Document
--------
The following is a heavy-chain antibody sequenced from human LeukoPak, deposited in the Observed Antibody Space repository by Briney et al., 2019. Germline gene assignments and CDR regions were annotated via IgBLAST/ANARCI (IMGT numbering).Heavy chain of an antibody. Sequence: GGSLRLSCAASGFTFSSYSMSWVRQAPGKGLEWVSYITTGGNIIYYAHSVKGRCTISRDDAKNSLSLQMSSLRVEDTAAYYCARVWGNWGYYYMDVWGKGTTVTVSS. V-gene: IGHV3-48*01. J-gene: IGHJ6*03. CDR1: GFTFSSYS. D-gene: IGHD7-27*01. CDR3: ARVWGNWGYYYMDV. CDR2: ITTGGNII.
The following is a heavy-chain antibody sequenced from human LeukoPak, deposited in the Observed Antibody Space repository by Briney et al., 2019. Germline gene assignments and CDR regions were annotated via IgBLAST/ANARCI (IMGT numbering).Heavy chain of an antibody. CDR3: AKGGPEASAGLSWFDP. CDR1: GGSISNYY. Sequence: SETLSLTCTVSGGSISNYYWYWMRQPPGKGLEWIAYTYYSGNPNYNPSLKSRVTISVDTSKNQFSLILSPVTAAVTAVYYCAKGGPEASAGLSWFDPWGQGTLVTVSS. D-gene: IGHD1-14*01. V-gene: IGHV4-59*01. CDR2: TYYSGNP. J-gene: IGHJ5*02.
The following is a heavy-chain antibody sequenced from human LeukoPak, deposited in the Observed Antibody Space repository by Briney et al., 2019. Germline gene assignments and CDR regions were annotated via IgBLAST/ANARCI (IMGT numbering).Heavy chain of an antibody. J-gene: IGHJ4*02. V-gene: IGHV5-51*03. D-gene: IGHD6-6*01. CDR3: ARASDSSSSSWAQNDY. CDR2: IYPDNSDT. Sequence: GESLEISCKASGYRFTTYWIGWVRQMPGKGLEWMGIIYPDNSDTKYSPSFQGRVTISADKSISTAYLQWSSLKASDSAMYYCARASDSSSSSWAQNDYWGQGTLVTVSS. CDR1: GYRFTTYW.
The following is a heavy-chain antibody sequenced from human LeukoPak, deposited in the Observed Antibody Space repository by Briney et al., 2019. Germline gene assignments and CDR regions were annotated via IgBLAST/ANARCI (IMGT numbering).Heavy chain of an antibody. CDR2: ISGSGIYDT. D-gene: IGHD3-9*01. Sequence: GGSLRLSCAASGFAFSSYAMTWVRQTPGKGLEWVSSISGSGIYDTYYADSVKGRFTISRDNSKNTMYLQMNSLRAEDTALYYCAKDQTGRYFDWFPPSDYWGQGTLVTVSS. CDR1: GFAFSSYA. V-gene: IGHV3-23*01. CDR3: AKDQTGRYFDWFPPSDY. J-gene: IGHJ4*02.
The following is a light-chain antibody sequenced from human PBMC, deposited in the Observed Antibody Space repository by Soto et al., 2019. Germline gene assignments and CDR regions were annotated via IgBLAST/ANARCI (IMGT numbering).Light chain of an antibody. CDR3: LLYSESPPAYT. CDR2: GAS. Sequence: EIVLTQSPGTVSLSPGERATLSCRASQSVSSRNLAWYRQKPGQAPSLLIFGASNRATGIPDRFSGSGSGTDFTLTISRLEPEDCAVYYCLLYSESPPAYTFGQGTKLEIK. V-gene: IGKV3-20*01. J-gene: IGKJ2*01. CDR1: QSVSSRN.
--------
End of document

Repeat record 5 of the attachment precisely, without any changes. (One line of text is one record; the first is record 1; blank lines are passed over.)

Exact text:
The following is a light-chain antibody sequenced from human PBMC, deposited in the Observed Antibody Space repository by Soto et al., 2019. Germline gene assignments and CDR regions were annotated via IgBLAST/ANARCI (IMGT numbering).Light chain of an antibody. CDR3: LLYSESPPAYT. CDR2: GAS. Sequence: EIVLTQSPGTVSLSPGERATLSCRASQSVSSRNLAWYRQKPGQAPSLLIFGASNRATGIPDRFSGSGSGTDFTLTISRLEPEDCAVYYCLLYSESPPAYTFGQGTKLEIK. V-gene: IGKV3-20*01. J-gene: IGKJ2*01. CDR1: QSVSSRN.